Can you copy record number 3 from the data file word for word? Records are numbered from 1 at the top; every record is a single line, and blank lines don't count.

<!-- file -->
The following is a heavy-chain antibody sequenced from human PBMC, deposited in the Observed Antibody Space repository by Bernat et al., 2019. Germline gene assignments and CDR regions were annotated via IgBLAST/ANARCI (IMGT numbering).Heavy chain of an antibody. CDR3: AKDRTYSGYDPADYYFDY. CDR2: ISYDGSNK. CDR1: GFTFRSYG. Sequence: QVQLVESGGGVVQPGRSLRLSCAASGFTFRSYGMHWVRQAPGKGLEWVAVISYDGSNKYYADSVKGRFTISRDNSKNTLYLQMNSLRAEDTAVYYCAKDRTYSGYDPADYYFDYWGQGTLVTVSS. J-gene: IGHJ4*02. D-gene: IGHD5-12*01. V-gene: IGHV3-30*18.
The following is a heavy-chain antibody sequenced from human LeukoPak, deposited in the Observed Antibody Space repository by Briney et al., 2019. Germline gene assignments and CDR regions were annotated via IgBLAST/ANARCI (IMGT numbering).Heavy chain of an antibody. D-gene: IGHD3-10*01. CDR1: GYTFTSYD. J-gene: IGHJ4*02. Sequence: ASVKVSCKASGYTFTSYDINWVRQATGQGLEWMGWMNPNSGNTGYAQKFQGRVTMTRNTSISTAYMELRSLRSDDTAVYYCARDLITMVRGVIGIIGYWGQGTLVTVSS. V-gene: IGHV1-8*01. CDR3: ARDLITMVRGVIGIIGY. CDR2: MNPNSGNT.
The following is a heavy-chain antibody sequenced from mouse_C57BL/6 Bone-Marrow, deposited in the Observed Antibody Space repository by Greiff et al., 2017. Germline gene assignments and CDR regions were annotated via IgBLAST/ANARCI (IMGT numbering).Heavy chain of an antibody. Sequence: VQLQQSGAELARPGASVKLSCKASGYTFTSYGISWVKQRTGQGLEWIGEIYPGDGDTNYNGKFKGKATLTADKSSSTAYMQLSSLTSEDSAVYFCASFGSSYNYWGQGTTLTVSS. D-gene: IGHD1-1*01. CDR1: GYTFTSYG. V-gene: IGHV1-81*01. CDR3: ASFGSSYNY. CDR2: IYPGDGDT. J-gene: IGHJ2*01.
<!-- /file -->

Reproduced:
The following is a heavy-chain antibody sequenced from mouse_C57BL/6 Bone-Marrow, deposited in the Observed Antibody Space repository by Greiff et al., 2017. Germline gene assignments and CDR regions were annotated via IgBLAST/ANARCI (IMGT numbering).Heavy chain of an antibody. Sequence: VQLQQSGAELARPGASVKLSCKASGYTFTSYGISWVKQRTGQGLEWIGEIYPGDGDTNYNGKFKGKATLTADKSSSTAYMQLSSLTSEDSAVYFCASFGSSYNYWGQGTTLTVSS. D-gene: IGHD1-1*01. CDR1: GYTFTSYG. V-gene: IGHV1-81*01. CDR3: ASFGSSYNY. CDR2: IYPGDGDT. J-gene: IGHJ2*01.